10 bad games you should play

Die Hard Kusoge

The Masochist’s Cookbook

I’ve been writing up kusoge games on a near-weekly basis for two years now. I’m up to 65 articles, if my count is right. That’s a lot of bad. But you know what? Sometimes I enjoy it. I have some good memories of the bad games I’ve been sharing with you.

Kusoge is a portmanteau of the Japanese word “kuso,” meaning crap, and “gēmu,” for game. Crap game. However, the term “kusoge” has a certain degree of affection behind it, sort of like “Eurojank.” The game may be poorly made, it might be excruciating to play, but there’s something that makes it worthwhile. Maybe it’s broken in a hilarious way. Perhaps you can tell that the developer really tried their best in poor circumstances. Or maybe the design is such a trainwreck that you can’t look away. Whatever the reason, kusoge doesn’t necessarily mean it’s a waste of time.

I also believe that experiencing the worst will make you appreciate the best even more. You inoculate yourself against bad design and develop a tolerance for inconveniences. I’ve heard people say they just don’t have the time to play something that they don’t enjoy, but trust me when I say you’ll enjoy steak a lot more after you’ve spent some time chewing on a bouillon cube.

Don’t know where to begin? Here’s an open buffet of games carefully curated from my career of kusoge.

Please don't look at me like that
Screenshot by Destructoid

Harvester (1996, DOS)

Oh, gosh. Harvester is a game that will stick with you for a while. In fact, I think it might have burrowed itself so deeply into my brain that you could describe it as “trauma.” I think it fucked me up a little.

DigiFX Interactive’s 1996 adventure, Harvester is one of the most disturbingly surreal games I’ve ever player. It mixes gruesome horror, dark humor, and offensive tastelessness into an absolutely nauseating kusoge. Despite the fact that it has gained a cult following for its surprisingly deep themes and unapologetic brazenness, it’s not all that much fun to play. However, it is nearly impossible to tear yourself away from as it twists and turns in completely unpredictable ways.

It’s the perfect embodiment of kusoge. It’s undeniably awful while simultaneously being jam-packed with unforgettable moments. Just watch out for the offensive parts.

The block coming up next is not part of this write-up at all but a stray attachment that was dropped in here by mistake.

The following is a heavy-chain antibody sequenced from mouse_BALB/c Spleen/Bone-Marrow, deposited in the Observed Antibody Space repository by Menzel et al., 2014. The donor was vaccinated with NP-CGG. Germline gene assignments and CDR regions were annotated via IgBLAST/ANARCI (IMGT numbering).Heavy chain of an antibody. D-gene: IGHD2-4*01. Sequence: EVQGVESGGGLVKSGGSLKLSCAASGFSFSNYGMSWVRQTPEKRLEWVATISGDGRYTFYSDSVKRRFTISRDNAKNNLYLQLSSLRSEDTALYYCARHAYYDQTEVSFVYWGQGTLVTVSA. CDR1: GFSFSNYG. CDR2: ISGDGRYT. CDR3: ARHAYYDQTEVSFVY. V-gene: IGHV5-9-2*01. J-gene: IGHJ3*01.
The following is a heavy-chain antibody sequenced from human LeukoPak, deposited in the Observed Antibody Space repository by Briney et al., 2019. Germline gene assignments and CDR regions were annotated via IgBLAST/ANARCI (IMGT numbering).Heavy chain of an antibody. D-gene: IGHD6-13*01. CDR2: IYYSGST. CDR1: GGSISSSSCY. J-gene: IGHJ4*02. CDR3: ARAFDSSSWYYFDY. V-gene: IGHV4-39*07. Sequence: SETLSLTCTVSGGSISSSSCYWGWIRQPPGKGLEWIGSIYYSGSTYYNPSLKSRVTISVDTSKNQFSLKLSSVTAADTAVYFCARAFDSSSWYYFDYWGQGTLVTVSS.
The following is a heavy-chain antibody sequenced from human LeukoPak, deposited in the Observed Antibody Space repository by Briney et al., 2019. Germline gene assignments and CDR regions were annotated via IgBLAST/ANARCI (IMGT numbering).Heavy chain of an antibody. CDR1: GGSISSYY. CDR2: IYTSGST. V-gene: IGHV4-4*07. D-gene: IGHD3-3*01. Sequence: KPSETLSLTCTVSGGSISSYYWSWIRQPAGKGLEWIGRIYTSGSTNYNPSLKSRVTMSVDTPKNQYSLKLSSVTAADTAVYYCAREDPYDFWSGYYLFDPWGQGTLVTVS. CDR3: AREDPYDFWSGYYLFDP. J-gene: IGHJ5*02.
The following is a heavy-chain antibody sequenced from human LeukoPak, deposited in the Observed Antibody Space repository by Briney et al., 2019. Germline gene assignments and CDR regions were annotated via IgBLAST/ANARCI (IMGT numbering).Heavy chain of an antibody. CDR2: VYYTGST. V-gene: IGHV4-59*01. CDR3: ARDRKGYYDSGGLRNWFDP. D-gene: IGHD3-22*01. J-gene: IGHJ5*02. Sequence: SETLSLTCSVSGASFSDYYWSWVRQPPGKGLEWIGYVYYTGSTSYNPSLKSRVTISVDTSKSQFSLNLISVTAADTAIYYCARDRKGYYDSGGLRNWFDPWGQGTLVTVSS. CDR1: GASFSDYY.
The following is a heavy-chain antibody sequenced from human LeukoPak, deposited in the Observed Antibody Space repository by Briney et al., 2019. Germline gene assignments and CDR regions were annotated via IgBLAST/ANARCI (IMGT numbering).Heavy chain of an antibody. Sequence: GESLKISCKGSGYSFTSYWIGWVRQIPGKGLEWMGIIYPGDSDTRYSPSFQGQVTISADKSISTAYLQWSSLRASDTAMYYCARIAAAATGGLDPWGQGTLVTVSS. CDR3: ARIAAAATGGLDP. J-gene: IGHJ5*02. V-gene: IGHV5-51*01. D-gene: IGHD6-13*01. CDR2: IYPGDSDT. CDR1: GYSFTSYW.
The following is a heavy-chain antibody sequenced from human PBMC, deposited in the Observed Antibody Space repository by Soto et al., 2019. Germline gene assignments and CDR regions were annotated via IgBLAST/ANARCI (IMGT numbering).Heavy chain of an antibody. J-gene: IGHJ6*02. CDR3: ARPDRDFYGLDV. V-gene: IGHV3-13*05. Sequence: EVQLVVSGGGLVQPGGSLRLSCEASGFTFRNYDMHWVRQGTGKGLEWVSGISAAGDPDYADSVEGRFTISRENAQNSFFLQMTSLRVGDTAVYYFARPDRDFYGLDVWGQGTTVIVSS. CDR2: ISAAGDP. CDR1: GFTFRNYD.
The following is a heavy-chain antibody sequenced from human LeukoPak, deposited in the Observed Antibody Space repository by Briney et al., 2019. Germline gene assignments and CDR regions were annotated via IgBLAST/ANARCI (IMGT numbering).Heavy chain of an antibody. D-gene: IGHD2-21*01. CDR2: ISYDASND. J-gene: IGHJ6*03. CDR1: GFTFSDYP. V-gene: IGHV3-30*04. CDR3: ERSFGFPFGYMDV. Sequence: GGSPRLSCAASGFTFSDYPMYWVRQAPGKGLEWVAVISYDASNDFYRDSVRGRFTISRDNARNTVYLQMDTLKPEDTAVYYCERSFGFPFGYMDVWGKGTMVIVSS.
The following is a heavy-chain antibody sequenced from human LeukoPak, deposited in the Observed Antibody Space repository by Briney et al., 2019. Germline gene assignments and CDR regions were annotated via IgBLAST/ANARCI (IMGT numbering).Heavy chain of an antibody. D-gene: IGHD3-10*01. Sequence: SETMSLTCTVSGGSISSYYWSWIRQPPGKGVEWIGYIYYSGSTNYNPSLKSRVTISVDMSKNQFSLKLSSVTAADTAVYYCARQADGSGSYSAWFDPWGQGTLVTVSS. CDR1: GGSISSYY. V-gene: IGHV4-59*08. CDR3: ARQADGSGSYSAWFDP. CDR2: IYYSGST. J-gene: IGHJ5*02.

Die Hard NES Gunfight
Screenshot by Destructoid

Die Hard (1991, NES/Famicom)

If you’re into immersive sims, Pack-in-Video’s Die Hard for NES is perhaps a prototypical example of the genre. While it’s completely 2D, Die Hard drops you in Nakatomi Plaza, and leaves it up to you to figure out how to save the hostages and take out Haaaaaans!

While it has a lot of indications of being a cheap attempt to cash in on the license, for whatever reason, the developers of Die Hard went all-out in creating a unique take on the action film. It’s a rather challenging game with unintuitive controls, and a lot of very important information about what you should be doing is left to experimentation and mystery.

It’s a tough game to love, but its experimental approach is worth seeing.

Jurassic Park it's going to hork
Screenshot by Destructoid

Jurassic Park (1993, SNES)

I’ve spent more time than I thought I ever would talking about Jurassic Park on the SNES. As its inclusion here suggests, it’s not a particularly good game. However, it’s clear just from playing it that some on the development team had a real passion for it.

Most notably, the indoor areas are depicted using ray casting, giving a 3D effect similar to Wolfenstein 3D. There’s also completely unnecessary fractals that can be turned on whenever you’re at a computer. While the game doesn’t really relate much to the movie, there are a number of references to the book instead. To top it off, the soundtrack is bizarrely, and almost unfittingly, funky. There are some definite oddities, numerous limitations, and some annoying design, but if you want to play a licensed movie game that actually has some force behind it, Jurassic Park is one to check out.

Smashing Drive King Kong Kusoge
Screenshot by Destructoid

Smashing Drive (2000, Arcade/Gamecube/Xbox/GBA)

Smashing Drive may look like a clone of Crazy Taxi on the surface, but underneath, it’s a lot less interesting. Smashing Drive is more of a straight racing game where you just happen to be driving a taxi cab. And then it just gets more bizarre from there.

Your taxi is more like an armored death cab, and you grab powers along your route like buzzsaws and jet boosters. You drive along the wall and through traffic, trying to slice your time down by taking some strange shortcuts through burning buildings and movie theatres. To top it off, the soundtrack sounds like the local radio station is coming out of an anesthetic fever dream.

Bonus points if you play it on Game Boy Advance, which features some strangely impressive 3D graphics. You lose out on the bizarre soundtrack, though.

Spelunker Kusoge Waterfall
Screenshot by Destructoid

Spelunker (1985, NES/Famicom)

Sometimes considered one of the original kusoge, Spelunker is a bit misunderstood. It’s an extremely unfriendly game that punishes you for seemingly innocuous mistakes, like stepping off the elevator wrong. Put your trust in its design, and see it smashed against the rocks.